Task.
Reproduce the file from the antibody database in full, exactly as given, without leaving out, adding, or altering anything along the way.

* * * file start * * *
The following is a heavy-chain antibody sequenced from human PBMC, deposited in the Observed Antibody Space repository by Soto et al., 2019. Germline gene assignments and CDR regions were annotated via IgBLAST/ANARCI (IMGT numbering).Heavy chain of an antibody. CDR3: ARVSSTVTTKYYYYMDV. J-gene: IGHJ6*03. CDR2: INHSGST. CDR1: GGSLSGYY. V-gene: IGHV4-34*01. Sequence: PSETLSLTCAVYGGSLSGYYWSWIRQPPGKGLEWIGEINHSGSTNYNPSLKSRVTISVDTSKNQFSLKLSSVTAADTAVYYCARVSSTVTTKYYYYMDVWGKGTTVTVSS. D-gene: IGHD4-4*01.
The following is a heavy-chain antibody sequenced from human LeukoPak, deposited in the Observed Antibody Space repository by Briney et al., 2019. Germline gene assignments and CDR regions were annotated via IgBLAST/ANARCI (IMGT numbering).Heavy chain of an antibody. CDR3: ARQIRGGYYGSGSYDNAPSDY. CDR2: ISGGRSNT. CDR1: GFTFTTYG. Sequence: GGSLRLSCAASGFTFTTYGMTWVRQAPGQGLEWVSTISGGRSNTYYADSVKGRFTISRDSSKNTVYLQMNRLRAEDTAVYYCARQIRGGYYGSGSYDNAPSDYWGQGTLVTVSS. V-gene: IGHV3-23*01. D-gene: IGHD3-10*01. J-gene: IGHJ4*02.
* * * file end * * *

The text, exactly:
The following is a heavy-chain antibody sequenced from human PBMC, deposited in the Observed Antibody Space repository by Soto et al., 2019. Germline gene assignments and CDR regions were annotated via IgBLAST/ANARCI (IMGT numbering).Heavy chain of an antibody. CDR3: ARVSSTVTTKYYYYMDV. J-gene: IGHJ6*03. CDR2: INHSGST. CDR1: GGSLSGYY. V-gene: IGHV4-34*01. Sequence: PSETLSLTCAVYGGSLSGYYWSWIRQPPGKGLEWIGEINHSGSTNYNPSLKSRVTISVDTSKNQFSLKLSSVTAADTAVYYCARVSSTVTTKYYYYMDVWGKGTTVTVSS. D-gene: IGHD4-4*01.
The following is a heavy-chain antibody sequenced from human LeukoPak, deposited in the Observed Antibody Space repository by Briney et al., 2019. Germline gene assignments and CDR regions were annotated via IgBLAST/ANARCI (IMGT numbering).Heavy chain of an antibody. CDR3: ARQIRGGYYGSGSYDNAPSDY. CDR2: ISGGRSNT. CDR1: GFTFTTYG. Sequence: GGSLRLSCAASGFTFTTYGMTWVRQAPGQGLEWVSTISGGRSNTYYADSVKGRFTISRDSSKNTVYLQMNRLRAEDTAVYYCARQIRGGYYGSGSYDNAPSDYWGQGTLVTVSS. V-gene: IGHV3-23*01. D-gene: IGHD3-10*01. J-gene: IGHJ4*02.